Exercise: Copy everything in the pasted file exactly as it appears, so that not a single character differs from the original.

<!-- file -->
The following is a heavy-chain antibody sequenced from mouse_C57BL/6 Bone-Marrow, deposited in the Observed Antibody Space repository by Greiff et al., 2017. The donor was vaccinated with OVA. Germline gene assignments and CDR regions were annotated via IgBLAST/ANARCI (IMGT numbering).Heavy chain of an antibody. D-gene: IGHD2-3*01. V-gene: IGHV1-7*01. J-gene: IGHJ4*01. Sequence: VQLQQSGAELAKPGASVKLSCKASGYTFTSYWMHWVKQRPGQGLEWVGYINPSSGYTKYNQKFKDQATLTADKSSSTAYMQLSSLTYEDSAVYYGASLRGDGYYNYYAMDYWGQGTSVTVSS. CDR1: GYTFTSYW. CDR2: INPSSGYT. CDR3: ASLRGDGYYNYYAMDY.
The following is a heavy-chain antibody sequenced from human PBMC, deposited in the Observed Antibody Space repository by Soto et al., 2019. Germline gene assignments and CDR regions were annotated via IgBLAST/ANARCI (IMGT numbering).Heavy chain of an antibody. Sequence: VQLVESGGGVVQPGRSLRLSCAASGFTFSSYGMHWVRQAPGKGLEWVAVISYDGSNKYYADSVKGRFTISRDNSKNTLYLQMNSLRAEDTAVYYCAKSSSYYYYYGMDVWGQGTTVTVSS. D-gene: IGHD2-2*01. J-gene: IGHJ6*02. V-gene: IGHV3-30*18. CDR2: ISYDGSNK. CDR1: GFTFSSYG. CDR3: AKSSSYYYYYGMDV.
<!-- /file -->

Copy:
The following is a heavy-chain antibody sequenced from mouse_C57BL/6 Bone-Marrow, deposited in the Observed Antibody Space repository by Greiff et al., 2017. The donor was vaccinated with OVA. Germline gene assignments and CDR regions were annotated via IgBLAST/ANARCI (IMGT numbering).Heavy chain of an antibody. D-gene: IGHD2-3*01. V-gene: IGHV1-7*01. J-gene: IGHJ4*01. Sequence: VQLQQSGAELAKPGASVKLSCKASGYTFTSYWMHWVKQRPGQGLEWVGYINPSSGYTKYNQKFKDQATLTADKSSSTAYMQLSSLTYEDSAVYYGASLRGDGYYNYYAMDYWGQGTSVTVSS. CDR1: GYTFTSYW. CDR2: INPSSGYT. CDR3: ASLRGDGYYNYYAMDY.
The following is a heavy-chain antibody sequenced from human PBMC, deposited in the Observed Antibody Space repository by Soto et al., 2019. Germline gene assignments and CDR regions were annotated via IgBLAST/ANARCI (IMGT numbering).Heavy chain of an antibody. Sequence: VQLVESGGGVVQPGRSLRLSCAASGFTFSSYGMHWVRQAPGKGLEWVAVISYDGSNKYYADSVKGRFTISRDNSKNTLYLQMNSLRAEDTAVYYCAKSSSYYYYYGMDVWGQGTTVTVSS. D-gene: IGHD2-2*01. J-gene: IGHJ6*02. V-gene: IGHV3-30*18. CDR2: ISYDGSNK. CDR1: GFTFSSYG. CDR3: AKSSSYYYYYGMDV.